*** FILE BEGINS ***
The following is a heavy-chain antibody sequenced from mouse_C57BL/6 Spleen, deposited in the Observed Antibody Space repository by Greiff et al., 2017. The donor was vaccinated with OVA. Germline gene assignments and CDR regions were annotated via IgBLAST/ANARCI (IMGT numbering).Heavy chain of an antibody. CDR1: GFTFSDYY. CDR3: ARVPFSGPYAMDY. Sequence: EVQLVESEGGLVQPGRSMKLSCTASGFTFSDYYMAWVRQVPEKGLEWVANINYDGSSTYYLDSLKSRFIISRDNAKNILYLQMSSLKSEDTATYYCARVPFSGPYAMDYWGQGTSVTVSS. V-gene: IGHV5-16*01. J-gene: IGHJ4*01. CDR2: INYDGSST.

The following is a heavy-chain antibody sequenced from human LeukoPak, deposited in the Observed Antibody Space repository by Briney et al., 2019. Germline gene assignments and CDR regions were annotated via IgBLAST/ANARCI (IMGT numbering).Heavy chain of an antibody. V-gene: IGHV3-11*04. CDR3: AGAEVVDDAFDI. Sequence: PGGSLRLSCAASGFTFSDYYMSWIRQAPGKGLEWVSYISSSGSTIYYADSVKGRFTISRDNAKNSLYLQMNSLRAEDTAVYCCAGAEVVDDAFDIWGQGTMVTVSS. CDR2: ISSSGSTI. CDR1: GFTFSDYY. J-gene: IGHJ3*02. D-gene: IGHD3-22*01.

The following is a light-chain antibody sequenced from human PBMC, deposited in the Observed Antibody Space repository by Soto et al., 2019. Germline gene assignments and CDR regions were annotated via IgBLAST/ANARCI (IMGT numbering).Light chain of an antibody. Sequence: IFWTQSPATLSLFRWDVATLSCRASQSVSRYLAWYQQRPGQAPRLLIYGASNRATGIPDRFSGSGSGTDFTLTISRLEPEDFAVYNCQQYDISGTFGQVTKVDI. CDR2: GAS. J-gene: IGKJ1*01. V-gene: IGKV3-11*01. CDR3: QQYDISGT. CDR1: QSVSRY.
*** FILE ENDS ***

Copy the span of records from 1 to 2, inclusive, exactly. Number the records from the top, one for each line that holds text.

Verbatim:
The following is a heavy-chain antibody sequenced from mouse_C57BL/6 Spleen, deposited in the Observed Antibody Space repository by Greiff et al., 2017. The donor was vaccinated with OVA. Germline gene assignments and CDR regions were annotated via IgBLAST/ANARCI (IMGT numbering).Heavy chain of an antibody. CDR1: GFTFSDYY. CDR3: ARVPFSGPYAMDY. Sequence: EVQLVESEGGLVQPGRSMKLSCTASGFTFSDYYMAWVRQVPEKGLEWVANINYDGSSTYYLDSLKSRFIISRDNAKNILYLQMSSLKSEDTATYYCARVPFSGPYAMDYWGQGTSVTVSS. V-gene: IGHV5-16*01. J-gene: IGHJ4*01. CDR2: INYDGSST.

The following is a heavy-chain antibody sequenced from human LeukoPak, deposited in the Observed Antibody Space repository by Briney et al., 2019. Germline gene assignments and CDR regions were annotated via IgBLAST/ANARCI (IMGT numbering).Heavy chain of an antibody. V-gene: IGHV3-11*04. CDR3: AGAEVVDDAFDI. Sequence: PGGSLRLSCAASGFTFSDYYMSWIRQAPGKGLEWVSYISSSGSTIYYADSVKGRFTISRDNAKNSLYLQMNSLRAEDTAVYCCAGAEVVDDAFDIWGQGTMVTVSS. CDR2: ISSSGSTI. CDR1: GFTFSDYY. J-gene: IGHJ3*02. D-gene: IGHD3-22*01.